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‘The Mandalorian’ DP Greig Fraser: Why Virtual Sets Will Replace Green Screen – Toolkit Podcast

Fraser believes he’s seen the future of filmmaking, here’s why.

"The Mandalorian" StageCraft

Cinematographer Greig Fraser is known for creating grounded images. While those images are often gorgeous and evocative, the “Lion” and “Zero Dark Thirty” cinematographer is of a generation of DPs who puts a premium on naturalism, with scenes never feeling “lit,” nor backdrops feeling fake.

“Everyone knows that a movie is false,” said Fraser on IndieWire’s Filmmaker Toolkit podcast. “But if as filmmakers we give the audience too many reasons to lose the suspension of disbelief, I believe we’re working our way down a hole.”

It is interesting then that for the last five years, dating back to his experience shooting “Rogue One,” Fraser has been at the forefront of helping ILM develop it’s LED real-time backdrops known as “StageCraft.” A technology many believe, including Fraser, will replace blue and green screen in Hollywood film  and TV production, and was for the first time fully implemented on Season 1 of the Disney+ series “The Mandalorian,” which Fraser served as producer and cinematographer.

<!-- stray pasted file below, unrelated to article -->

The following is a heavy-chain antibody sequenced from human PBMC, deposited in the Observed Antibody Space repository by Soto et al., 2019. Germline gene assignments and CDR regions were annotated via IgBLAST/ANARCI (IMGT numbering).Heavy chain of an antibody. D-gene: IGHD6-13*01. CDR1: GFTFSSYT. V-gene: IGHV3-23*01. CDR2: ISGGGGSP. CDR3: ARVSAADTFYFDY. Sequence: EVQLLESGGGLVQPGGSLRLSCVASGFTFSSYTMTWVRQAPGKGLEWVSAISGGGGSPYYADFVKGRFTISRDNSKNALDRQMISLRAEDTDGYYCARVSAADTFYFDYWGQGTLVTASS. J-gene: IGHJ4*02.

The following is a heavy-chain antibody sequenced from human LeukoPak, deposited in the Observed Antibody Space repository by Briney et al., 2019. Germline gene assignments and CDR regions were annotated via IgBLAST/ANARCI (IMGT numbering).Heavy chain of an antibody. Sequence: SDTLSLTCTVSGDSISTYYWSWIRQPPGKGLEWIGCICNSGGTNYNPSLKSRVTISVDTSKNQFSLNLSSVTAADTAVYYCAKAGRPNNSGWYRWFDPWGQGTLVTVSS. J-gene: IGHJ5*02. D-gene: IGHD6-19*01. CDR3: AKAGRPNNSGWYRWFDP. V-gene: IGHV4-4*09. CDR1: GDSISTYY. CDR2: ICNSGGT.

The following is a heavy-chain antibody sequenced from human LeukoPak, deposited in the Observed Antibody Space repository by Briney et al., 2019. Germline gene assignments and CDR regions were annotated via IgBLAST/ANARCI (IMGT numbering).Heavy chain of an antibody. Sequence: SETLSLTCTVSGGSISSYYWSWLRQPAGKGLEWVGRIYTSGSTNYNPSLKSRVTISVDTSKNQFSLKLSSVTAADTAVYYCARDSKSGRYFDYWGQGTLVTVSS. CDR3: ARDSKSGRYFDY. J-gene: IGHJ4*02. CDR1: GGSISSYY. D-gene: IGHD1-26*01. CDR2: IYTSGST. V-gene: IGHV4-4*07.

On “The Mandalorian,” a 75-by-20 foot curved LED screen – with additional walls of LEDs behind and above camera – served as a live backdrop. It wasa virtual set created by a gaming engine, which when paired with new advances in camera tracking, can shift perspectives to match camera movement..

“The first time I put camera tracking on, I did some handheld work,” said Fraser. “Through the lens, I was in the location, even though I knew I was standing inside an LED volume. When it fooled me, I was like, ‘Solved, we’re off to the races.'”

While on the podcast Fraser talked about why these LED virtual sets are such a vast improvement on green screen. One of the biggest problem in shooting on green screen is the cinematographer and director cannot see everything that is in frame, leaving them partially blind as they compose and light shots.

“The difference between a good shot and bad shot can be an inch to the left,” said Fraser. “When you have the blue screen, you’ve got another set of eyes, eight months down the track, designing what you should have been designing on stage with the actor.”

On the podcast Fraser talked about the unique role a cinematographer can have in creating the virtual backdrops before production, essentially pre-lighting and deciding the position of the sun in a scene, which will then be there in real-time during production.

“It’s the perfect scenario for productive film production,” said Fraser. “If you can design the backgrounds well and the spaces well-enough, your change overs can take a very short amount of time.”

You can watch Fraser demonstrate his breakthrough work in the video above, and listen to the full conversation on the podcast.

The Filmmaker Toolkit podcast is available on Apple Podcasts, Spotify, OvercastStitcherSoundCloud, and Google Play MusicThe music used in this podcast is from the “Marina Abramovic: The Artist Is Present” score, courtesy of composer Nathan Halpern.

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